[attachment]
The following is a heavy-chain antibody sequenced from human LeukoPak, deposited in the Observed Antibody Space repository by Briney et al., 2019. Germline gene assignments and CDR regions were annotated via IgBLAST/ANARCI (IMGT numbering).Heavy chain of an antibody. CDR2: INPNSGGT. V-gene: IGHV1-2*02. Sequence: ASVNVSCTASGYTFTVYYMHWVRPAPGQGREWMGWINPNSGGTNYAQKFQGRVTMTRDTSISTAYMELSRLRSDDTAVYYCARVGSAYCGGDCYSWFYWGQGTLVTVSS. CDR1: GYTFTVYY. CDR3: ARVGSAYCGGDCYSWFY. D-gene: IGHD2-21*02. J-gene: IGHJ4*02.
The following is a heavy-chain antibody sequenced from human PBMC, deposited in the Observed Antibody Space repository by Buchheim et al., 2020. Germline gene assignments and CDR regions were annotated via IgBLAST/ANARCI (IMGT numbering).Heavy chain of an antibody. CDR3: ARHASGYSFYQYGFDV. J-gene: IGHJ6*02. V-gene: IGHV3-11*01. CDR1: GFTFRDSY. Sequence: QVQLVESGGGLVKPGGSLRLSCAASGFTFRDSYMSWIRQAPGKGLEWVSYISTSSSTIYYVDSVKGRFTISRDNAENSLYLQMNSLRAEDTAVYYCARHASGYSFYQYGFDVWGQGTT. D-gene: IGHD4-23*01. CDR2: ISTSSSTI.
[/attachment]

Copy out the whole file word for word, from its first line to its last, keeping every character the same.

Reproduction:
The following is a heavy-chain antibody sequenced from human LeukoPak, deposited in the Observed Antibody Space repository by Briney et al., 2019. Germline gene assignments and CDR regions were annotated via IgBLAST/ANARCI (IMGT numbering).Heavy chain of an antibody. CDR2: INPNSGGT. V-gene: IGHV1-2*02. Sequence: ASVNVSCTASGYTFTVYYMHWVRPAPGQGREWMGWINPNSGGTNYAQKFQGRVTMTRDTSISTAYMELSRLRSDDTAVYYCARVGSAYCGGDCYSWFYWGQGTLVTVSS. CDR1: GYTFTVYY. CDR3: ARVGSAYCGGDCYSWFY. D-gene: IGHD2-21*02. J-gene: IGHJ4*02.
The following is a heavy-chain antibody sequenced from human PBMC, deposited in the Observed Antibody Space repository by Buchheim et al., 2020. Germline gene assignments and CDR regions were annotated via IgBLAST/ANARCI (IMGT numbering).Heavy chain of an antibody. CDR3: ARHASGYSFYQYGFDV. J-gene: IGHJ6*02. V-gene: IGHV3-11*01. CDR1: GFTFRDSY. Sequence: QVQLVESGGGLVKPGGSLRLSCAASGFTFRDSYMSWIRQAPGKGLEWVSYISTSSSTIYYVDSVKGRFTISRDNAENSLYLQMNSLRAEDTAVYYCARHASGYSFYQYGFDVWGQGTT. D-gene: IGHD4-23*01. CDR2: ISTSSSTI.